THERE are no secrets to a successful marriage, no hidden tricks. Just good old-fashioned trust and friendship.
And as Marie and Tom Linnan sit back at their Crowley Vale farm, it's evident their passion remains strong - even after 60 years of marriage.
"We worked pretty good as a team," Tom said, sitting across the table from his wife. "We really get along well as a family."
On April 27, Tom and Marie celebrated their diamond anniversary - a milestone achievement.
And while they're still active on the family's fresh produce farm, they can recall many more milestones from the past six decades.
Their love story began at the Glenore Grove hall.
There's a twinkle in Marie's eye as she recalls their first dance at Glenore Grove, where the couple started dating.
"I wasn't allowed to go to the dances until I had finished school," Marie said.
"A girlfriend and a chap who worked for us used to take me to the dances... but then Tom decided he should take me instead.
"There used to be dances every week and that was our night out."
Marie taught Year 2 at Gatton Primary School up until the couple wed.
Tom worked on the land and had a quarter share in the family property, helping his father grow pumpkins and potatoes.
Tom and Marie married in 1957 and spent the next few years growing the farm.
But it wasn't all farming life. The Linnans were sport enthusiasts and even when their three boys came along, they continued their love for sport.
"We played tennis for Lake Clarendon, then Tom played cricket with the Glenore Grove Cricket Club and I used to score," Marie said.
"As the kids came along it didn't make any difference. We used to pack everything up and off we went to sport.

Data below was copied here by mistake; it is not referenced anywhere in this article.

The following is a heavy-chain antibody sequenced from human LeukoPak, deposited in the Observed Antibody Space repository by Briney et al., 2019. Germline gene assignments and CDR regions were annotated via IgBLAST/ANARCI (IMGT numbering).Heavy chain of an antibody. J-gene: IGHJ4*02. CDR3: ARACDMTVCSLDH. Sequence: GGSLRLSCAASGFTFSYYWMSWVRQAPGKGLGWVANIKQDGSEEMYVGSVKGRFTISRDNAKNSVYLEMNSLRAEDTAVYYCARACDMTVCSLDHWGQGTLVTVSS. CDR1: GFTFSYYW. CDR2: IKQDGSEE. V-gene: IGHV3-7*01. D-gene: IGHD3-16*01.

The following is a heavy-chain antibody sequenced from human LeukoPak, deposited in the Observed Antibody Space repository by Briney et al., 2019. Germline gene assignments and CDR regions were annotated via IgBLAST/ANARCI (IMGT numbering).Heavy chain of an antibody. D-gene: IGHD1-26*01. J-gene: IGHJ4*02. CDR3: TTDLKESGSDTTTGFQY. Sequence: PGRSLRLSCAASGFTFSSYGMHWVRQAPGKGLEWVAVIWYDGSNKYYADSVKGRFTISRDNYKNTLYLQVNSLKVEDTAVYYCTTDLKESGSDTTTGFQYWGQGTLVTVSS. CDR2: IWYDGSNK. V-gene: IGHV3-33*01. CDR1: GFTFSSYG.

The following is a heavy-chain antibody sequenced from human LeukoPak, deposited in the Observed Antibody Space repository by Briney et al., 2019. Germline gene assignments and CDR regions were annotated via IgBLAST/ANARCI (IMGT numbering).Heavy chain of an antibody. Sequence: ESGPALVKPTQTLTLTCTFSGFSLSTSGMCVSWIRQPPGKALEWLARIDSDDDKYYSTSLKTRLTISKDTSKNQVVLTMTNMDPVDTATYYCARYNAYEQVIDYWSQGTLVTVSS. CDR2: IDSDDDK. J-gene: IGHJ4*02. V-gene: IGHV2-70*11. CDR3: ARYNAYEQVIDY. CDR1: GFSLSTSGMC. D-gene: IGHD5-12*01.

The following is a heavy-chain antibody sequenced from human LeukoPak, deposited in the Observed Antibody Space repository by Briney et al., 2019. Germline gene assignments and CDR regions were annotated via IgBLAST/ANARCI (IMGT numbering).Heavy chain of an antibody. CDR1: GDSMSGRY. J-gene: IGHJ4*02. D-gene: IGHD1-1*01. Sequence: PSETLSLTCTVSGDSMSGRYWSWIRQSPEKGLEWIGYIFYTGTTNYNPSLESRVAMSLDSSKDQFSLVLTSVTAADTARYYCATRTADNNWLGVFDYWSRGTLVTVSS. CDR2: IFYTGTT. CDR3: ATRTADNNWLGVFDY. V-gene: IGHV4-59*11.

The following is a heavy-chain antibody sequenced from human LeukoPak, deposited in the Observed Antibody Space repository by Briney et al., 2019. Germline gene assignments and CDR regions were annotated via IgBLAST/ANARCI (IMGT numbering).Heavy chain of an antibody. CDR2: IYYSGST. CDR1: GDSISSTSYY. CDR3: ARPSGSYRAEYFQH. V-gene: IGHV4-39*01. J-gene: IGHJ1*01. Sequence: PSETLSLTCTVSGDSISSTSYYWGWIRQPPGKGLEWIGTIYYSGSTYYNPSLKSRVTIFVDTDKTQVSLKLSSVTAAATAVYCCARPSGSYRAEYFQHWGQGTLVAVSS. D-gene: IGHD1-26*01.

"The kids, they became very sporty too."
In 1968, Marie returned to the classroom at Gatton for a temporary position but ended up staying nine years.
Tom continued the farm, which the family expanded into Lake Clarendon.
Married life had its ups and downs, but the strain of extremely high interest rates was one of the Linnans' biggest challenges.
When they first purchased the land where the packing sheds are today, interest rates rocketed up to 23%.
"Every four years we were basically repurchasing the land," Tom said.
Just 12 months after buying the land, Tom's aunt passed away and her farm, which they were leasing, became available.
"We weren't quite ready to buy, but we had to have a go at it," Marie said.
"I'm proud of the fact we got through those years."
Besides sports and working the farm, the couple had a passion for racing.
Through the years they owned a number of race horses, trotters and greyhounds and always enjoyed a day at the track.
Their gallopers were trained by Doug Massam. One of their most prestigious horses was Brandy Boy (by Good Brandy from Royal Kudu), whose claim to fame was a second in the Weetwood Cup in the early 1960s, where Tom says the horse was narrowly beaten.
"We really enjoyed going to the races," Tom said.
"We loved the thrill of winning. We weren't big punters but seeing our horses win was a big thrill."
Today, Tim and Marie are just as strong a team as the day they married.
Marie loves a game of bingo, and Tom can be found scouring clearing sales for old farm items.
Although their hobbies have changed, they still come back to each other at the end of the day.
Their farming land has increased and while Tom is still the chief, his sons look after day-to-day business.
"Farming has completely changed since the boys have taken over, we've gone from potatoes and pumpkins to broccolini," Tom said.
"I look after the cattle and sheep mainly, but I still do some tractor work."
Tom says tractor technology passed him by, so much so that when the boys traded in his old Ford tractor 'Freddy', he was unsure how to drive the new machinery.
"The new ones with the GPS are out of my range," Tom said.
With a chuckle, Marie said they had to buy back old 'Freddy' for Tom to use on the property.
"My cousin used to work for David Evans and his name was Freddy - that's how the tractor got its name," Marie said.
With 60 married years tied away, Marie said the one thing she now wanted was a great-grandson.
"Tom comes from a family with four sisters and I always wanted boys," she said.
They were lucky and had three of their own - Tim, Bruce and Gavin.
They now have seven grandchildren and seven great-granddaughters, but a great-grandson is yet to happen.
Update your news preferences and get the latest news delivered to your inbox.